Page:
10 Expert Tips On How To Go Gray
1. Face your fears.
Going gray is big decision, and many, if not most, women freely admit they’re afraid of looking old, or that people will treat them differently because of their salt-and-pepper tresses. Some will even confess to seeing it as the first step towards mortality. Needless to say, this must change. “There has always been a fascination with youth and preserving youth,” says Grace Ilasco, co-owner of the Color Lounge, in Burbank, California. “We need to change that by highlighting natural beauty, and that includes accepting the natural process of our graying hair.”
If that doesn’t quite cut it, consider this: Gray hair is actually on trend right now. “[Young women] look up to new characters likeDaenerys Targaryen from Game of Thrones and Storm from X-Men, who sport silver and gray hair as if it was a mystical creation of some powers,” says Ilasco. “You might as well jump on the bandwagon.”
2. Discuss options with your hairdresser.
“When going gray, you have to first think about if you want to keep the gray, blend it, or cover it up completely,” says Stephanie Johnson, a Dallas-based hairstylist and beauty educator who runs HairFacePhoto.com. It’s a good idea to bring your stylist into the dialogue early, since he or she can work with you to find a shade, cut, and method that you’re comfortable with. “That desired-result conversation is most important,” she says. “We have so many ways that we can make the transition an easier one. Be willing to talk with a pro about all of the options out there.”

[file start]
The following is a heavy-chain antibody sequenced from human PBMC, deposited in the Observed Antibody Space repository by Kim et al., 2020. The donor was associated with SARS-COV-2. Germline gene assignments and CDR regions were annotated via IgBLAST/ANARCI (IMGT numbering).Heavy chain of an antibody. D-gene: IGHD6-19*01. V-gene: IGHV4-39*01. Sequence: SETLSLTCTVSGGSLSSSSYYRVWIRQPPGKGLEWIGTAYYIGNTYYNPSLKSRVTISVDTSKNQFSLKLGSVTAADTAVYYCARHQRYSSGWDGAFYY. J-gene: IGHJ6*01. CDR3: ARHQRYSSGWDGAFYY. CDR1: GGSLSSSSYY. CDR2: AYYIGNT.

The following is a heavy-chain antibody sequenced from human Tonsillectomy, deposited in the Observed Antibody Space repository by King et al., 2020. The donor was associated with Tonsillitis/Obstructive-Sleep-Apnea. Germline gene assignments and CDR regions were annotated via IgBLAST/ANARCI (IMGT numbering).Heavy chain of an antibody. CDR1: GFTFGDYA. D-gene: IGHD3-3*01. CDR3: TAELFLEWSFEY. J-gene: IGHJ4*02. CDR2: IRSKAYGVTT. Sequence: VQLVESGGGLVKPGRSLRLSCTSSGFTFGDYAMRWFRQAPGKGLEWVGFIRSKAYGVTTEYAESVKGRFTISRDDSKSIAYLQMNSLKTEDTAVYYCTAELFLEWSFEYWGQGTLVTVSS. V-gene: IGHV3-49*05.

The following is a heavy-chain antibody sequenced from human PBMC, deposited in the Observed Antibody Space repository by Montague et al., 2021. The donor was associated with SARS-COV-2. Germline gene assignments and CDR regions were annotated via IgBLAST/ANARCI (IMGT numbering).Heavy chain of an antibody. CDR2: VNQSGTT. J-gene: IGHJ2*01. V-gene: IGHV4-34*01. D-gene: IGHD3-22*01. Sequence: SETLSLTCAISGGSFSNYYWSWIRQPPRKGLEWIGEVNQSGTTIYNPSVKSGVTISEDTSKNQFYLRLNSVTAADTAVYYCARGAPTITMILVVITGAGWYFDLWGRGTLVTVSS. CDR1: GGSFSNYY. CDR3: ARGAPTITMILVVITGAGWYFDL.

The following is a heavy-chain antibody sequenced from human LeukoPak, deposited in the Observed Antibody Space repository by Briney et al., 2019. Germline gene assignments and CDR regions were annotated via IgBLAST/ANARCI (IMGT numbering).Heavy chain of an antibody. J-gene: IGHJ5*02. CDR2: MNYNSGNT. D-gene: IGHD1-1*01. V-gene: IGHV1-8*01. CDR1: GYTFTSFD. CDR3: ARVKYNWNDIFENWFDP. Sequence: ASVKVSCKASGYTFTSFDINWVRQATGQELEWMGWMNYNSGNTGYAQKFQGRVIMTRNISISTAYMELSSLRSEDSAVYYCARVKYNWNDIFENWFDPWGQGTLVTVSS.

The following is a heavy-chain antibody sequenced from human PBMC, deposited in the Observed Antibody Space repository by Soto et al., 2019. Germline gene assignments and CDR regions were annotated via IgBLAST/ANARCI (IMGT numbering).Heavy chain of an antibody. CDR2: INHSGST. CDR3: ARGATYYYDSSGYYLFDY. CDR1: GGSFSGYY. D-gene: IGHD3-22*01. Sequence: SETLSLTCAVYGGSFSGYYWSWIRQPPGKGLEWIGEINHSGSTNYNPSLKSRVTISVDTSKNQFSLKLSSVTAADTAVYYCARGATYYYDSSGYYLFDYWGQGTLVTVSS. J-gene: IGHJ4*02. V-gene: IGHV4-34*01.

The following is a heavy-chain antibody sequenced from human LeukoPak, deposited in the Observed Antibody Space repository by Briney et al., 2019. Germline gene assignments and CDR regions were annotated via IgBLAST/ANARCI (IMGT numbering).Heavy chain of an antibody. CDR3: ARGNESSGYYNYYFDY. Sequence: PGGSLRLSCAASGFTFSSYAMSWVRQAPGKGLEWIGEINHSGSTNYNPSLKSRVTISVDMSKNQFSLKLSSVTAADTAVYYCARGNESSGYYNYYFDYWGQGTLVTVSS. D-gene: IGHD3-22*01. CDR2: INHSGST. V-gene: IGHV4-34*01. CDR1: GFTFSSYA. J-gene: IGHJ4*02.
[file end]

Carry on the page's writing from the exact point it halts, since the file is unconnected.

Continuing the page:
3. Consider one big chop (or two or three smaller ones).
If you’ve never dyed your hair, you’re in luck—you don’t have to grow out your roots. If you do dye your hair, you pretty much have two choices for going gray: coloring or haircuts. Haircuts can go one of two ways says AJ Lordet, Senior Colorist at Pierre Michel Salon in New York City:
“Cut your hair as often as possible to remove the old dye from the ends.”
“Grow the gray roots long enough and get a short haircut so you can go directly to gray hair that way.”
The advantage to cutting versus coloring? “No real prepping is needed,” she says, “[but] prepare for the tortuous roots that never seem to grow.” Note that long, severe roots may not be fantastic for business environments, either.
4. Pick a modern haircut based on your look and lifestyle.
However you choose to transition, you should keep your haircut fairly up-to-date, to both complement your new hue and keep you from looking elderly—a real negative of old-fashioned silver styles. Take it from iconic gray lady Jamie Lee Curtis, who told Marie Claire: “My stylist keeps my cut edgy and contemporary—otherwise I can go Bea Arthurvery quickly.”